Hulton Archive/Getty Images

 

Fists Fly In Ukraine's Parliament After Lawmaker's Speech [VIDEO]

NPR News - Tue, 2014-04-08 09:06

A speech in Ukraine's parliament sparked violence Tuesday after other lawmakers took exception to a communist leader's speech that criticized the government and those who ousted the president.

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Why Chocolate Is A Bargaining Chip In The Ukraine-Russia Conflict

NPR News - Tue, 2014-04-08 09:01

Russia banned chocolate made by the leading Ukrainian presidential candidate at a time when political tensions are high between the countries. And we wanted to know: Is the chocolate any good?

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PODCAST: (Not) talking about pay

Marketplace - American Public Media - Tue, 2014-04-08 08:45

President Obama plans to sign an executive order stopping federal contractors from punishing workers who talk about their paychecks. It's about enlisting transparency to narrow the gap between what women and men are paid. But keeping your pay to yourself is deeply rooted in the culture, as Kate Davidson reports.

And, Banco Popular is shifting eastward from Los Angeles and Chicago, according to the newspaper Crain's Chicago Business. Marketplace's Dan Weissman has more on prospects for the bank that went from Puerto Rico into neighbhorhoods around the U.S.

Meanwhile, there's you, in the workplace. You give and give some more, because that's the giving person you are. And then there's all those other people who take. Take, Take, Take.  Adam Grant is a professior at the Wharton school at the University of Pennsylvania who has a book called "Give and Take."

NASA Image Shows Volcanic Island Has Annexed Its Neighbor

NPR News - Tue, 2014-04-08 08:28

NASA says the Western Pacific island of Nishino-shima has merged with its newly created volcanic companion, forming one larger landmass.

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Global Aid For Health Hits Record High As Funding Sources Shift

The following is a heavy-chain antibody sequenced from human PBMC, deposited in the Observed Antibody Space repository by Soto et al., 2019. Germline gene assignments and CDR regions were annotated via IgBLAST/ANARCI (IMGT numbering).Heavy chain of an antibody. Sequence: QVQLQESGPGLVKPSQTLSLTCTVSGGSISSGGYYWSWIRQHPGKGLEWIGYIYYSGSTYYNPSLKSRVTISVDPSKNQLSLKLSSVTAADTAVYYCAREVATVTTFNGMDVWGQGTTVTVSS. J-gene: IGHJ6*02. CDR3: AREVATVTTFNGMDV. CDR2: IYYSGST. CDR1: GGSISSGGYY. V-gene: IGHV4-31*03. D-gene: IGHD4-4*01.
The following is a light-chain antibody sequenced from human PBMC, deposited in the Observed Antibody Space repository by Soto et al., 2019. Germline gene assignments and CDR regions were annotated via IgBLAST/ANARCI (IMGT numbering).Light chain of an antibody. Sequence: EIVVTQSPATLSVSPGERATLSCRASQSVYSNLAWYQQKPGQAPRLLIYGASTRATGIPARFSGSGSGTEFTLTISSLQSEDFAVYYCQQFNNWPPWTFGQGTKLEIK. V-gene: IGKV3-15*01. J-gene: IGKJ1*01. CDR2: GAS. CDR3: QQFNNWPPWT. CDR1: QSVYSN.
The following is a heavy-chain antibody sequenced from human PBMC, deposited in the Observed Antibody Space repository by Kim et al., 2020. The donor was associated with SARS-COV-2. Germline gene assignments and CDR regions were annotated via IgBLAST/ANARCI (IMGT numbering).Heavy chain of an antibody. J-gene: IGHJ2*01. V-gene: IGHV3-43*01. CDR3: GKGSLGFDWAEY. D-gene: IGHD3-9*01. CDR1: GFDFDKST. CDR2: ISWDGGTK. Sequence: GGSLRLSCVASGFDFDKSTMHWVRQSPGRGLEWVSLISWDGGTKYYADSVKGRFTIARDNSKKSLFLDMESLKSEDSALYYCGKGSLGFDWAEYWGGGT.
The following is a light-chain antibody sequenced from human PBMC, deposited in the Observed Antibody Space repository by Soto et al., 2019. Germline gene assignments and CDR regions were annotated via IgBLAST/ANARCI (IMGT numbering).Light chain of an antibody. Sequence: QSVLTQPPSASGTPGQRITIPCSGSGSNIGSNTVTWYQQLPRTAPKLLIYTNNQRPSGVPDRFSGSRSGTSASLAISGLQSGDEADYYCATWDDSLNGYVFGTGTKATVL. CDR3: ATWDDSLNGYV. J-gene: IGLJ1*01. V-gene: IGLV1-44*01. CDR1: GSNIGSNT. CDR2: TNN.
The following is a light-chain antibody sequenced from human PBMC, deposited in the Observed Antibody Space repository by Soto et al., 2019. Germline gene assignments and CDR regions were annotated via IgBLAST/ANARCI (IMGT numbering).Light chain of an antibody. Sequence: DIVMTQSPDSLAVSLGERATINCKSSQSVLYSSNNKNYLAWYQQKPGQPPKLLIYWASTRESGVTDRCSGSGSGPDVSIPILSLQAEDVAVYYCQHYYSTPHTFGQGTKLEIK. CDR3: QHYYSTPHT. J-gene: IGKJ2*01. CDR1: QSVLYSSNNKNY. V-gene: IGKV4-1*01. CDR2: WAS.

NPR News - Tue, 2014-04-08 08:01

The $31.3 billion given by wealthy nations, aid groups, charities, large foundations and others in 2013 reflects the shifting mix of donors backing international health projects, an analysis suggests.

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Restaurants squeezed by high price of limes

Marketplace - American Public Media - Tue, 2014-04-08 07:51

So just how expensive are limes these days?  Danny Herrera manages Fonda San Miguel, one of the priciest Mexican restaurants in Austin.  He says six months ago, he was paying $14 a case.

"Then it kinda went up to $20, and then it slowly started getting higher and higher," he says. "And then as of last week, it was up to $99."

Herrera stopped garnishing his meals with limes, and he's rethinking his Margarita prices. 

Most of the limes we consume come from Mexico - particularly the state of Michoacan, an area dominated by the drug cartels and citizen militias. Producers say they'd rather burn their crops than sell at the pitiful prices the cartels pay. I talked to one of the lime producers in Michoacan. He asked me to change his name to Carlos because he's afraid of the cartels.

Carlos says local lime prices are not high, they've held steady. "I don't understand why the public says the price is too high."

When I tell Carlos that some restauranteurs in the U.S. are paying around $100 per case, he's shocked.